Kiteboarding Safety: Keeping your kite at zenith (12)

When I was first learning how to kiteboard, putting my kite at zenith, or 12, seemed really safe.  In fact, that is what everyone did.  So, when I started teaching as well, I passed along the same information to students.  I had never been told any different and the wind in our area was almost always so mild that it didn’t pose a danger.

The first time I was told any different was during my first hurricane.  We were catching the edge of the storm and the winds were strong-gusting up to 55 mph.  Before putting up my kite, a more experienced rider cautioned me to not bring my kite to 12 as it can cause me to be lofted off the beach (not really something I wanted in wind like that!).

The longer I taught and the more things I saw, the more this made sense.  However, it has never been more clear than when I am teaching in La Boca, Chile.  The spot is at the mouth of a river.  The wind comes over large hills that causes it to be gusty and strong (I haven’t used a kite larger than a 10…and that is rare).

Here, I see a lot of kites at 12…  Consequently, I see a lot of different situations…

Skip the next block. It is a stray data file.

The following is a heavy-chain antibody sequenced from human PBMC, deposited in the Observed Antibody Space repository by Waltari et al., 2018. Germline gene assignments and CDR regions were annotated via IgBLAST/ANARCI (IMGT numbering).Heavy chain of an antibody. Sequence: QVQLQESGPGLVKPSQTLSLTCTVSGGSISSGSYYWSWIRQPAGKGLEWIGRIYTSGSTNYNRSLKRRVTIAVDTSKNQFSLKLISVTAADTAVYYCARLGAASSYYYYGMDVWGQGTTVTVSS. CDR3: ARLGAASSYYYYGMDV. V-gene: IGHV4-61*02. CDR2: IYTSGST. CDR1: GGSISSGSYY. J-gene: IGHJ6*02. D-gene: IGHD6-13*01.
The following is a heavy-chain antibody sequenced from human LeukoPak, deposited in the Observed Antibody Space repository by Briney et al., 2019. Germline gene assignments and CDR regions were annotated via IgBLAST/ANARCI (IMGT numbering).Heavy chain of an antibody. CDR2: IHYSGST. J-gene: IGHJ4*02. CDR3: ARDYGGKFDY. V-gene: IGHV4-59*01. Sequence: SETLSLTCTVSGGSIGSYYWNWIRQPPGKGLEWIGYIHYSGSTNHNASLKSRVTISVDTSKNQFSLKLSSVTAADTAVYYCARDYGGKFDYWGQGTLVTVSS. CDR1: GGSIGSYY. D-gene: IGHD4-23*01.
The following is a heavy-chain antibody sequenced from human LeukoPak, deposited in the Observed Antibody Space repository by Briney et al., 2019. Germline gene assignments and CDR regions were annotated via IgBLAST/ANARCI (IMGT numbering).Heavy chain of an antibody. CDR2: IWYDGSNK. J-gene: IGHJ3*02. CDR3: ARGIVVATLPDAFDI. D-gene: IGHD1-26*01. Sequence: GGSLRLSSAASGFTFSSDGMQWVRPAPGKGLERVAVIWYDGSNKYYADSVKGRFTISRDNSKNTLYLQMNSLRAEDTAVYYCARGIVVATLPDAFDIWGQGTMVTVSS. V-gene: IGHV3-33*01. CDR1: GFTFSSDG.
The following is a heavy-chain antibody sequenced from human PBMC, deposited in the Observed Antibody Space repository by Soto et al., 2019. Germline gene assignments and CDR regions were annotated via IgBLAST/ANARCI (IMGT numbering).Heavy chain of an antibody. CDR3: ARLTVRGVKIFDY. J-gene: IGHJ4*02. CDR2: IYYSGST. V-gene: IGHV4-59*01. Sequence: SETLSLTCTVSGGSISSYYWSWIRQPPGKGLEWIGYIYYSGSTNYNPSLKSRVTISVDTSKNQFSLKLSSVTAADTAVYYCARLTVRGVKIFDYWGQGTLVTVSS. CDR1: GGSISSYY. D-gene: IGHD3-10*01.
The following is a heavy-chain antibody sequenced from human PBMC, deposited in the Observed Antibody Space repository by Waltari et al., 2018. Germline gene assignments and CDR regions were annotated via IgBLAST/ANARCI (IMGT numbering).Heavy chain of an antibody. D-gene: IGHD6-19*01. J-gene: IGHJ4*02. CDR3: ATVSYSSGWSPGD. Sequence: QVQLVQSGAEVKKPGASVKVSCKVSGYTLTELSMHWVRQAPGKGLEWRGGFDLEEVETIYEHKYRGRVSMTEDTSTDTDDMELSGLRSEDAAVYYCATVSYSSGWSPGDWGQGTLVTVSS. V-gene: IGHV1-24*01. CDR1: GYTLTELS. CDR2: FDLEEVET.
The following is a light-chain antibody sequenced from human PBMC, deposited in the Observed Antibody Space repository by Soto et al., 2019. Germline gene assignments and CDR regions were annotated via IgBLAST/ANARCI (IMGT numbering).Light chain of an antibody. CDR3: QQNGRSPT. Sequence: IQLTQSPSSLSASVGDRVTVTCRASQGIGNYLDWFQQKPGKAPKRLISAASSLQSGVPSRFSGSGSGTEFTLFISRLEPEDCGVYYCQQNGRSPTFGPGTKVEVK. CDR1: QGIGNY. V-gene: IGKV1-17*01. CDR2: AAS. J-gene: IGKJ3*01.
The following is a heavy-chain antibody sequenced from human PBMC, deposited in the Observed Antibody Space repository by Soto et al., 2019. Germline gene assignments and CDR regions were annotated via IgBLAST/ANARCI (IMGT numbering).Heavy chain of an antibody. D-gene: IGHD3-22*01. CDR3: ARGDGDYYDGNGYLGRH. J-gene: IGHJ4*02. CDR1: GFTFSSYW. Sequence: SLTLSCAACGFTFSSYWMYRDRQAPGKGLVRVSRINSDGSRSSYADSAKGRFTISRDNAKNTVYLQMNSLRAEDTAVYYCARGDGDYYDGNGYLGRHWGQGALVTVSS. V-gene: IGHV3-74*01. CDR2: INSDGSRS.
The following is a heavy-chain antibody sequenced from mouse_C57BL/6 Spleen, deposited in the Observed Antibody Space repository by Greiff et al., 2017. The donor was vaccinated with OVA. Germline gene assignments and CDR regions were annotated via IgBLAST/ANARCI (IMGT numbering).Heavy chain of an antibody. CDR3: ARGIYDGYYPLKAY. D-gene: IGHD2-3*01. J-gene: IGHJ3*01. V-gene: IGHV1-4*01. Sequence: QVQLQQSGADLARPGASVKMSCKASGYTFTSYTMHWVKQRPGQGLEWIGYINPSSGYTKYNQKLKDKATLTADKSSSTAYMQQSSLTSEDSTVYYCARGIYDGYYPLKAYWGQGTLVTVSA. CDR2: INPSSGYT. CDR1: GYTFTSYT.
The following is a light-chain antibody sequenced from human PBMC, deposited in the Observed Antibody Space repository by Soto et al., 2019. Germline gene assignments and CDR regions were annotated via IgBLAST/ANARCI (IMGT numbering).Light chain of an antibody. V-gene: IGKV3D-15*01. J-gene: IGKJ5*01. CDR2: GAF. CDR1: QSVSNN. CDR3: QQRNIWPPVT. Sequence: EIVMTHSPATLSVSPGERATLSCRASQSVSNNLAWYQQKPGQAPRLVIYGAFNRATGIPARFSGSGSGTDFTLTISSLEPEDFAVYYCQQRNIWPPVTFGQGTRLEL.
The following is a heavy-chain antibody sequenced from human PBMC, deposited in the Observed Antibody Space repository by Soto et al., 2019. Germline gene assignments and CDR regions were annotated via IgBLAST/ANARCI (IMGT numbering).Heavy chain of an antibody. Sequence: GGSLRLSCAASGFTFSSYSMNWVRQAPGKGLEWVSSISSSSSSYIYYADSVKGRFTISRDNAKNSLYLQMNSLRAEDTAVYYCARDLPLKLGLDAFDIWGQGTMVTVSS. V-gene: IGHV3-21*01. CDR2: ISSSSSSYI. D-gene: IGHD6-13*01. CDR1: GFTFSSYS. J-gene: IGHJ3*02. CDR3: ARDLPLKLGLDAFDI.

1) Kites falling out of the sky: This is pretty common there.  La Boca is a teaching spot.  As a result, almost everyone there is either a student in a lesson, student practicing on their own or (even worse) people trying to learn on their own without lessons.  In a spot with gusty, strong wind, it is difficult to manage the kite at 12.  Students mismanage the bar and cause the kite to fall.  When it falls, instead of letting go of the bar (or better yet, activating their security system), they pull in on the bar and end up getting pulled down the beach.

2) Lofting situations:  This can and does happen.  In fact, the other day, I saw a rider lofted 3 meters in a dune only to get dropped.  In the dunes, you can find all kinds of debris that can present a danger to the rider.  Instead of pulling the safety, the rider was holding the depower line.  I made it over to the rider and pulled the safety (we will talk more about this specific situation later).  Lofting is dangerous and can cause significant injury.

3) Lost control of the kite:  It’s difficult to manage the kite at 12 in a gusty place.  Beginners often lose control of their kites by overcorrecting and end up creating a dangerous situation on the beach.

So, how do you avoid all of this?  It is pretty simple-keep your kite on the edge of the wind window unless you are in the water preparing for a board start!  Even if you are in a place with steady wind, add this to your daily practice.  It’s safer and when you get into a place where the wind is stronger and/or less steady, you won’t inadvertently put yourself and others in a dangerous situation!

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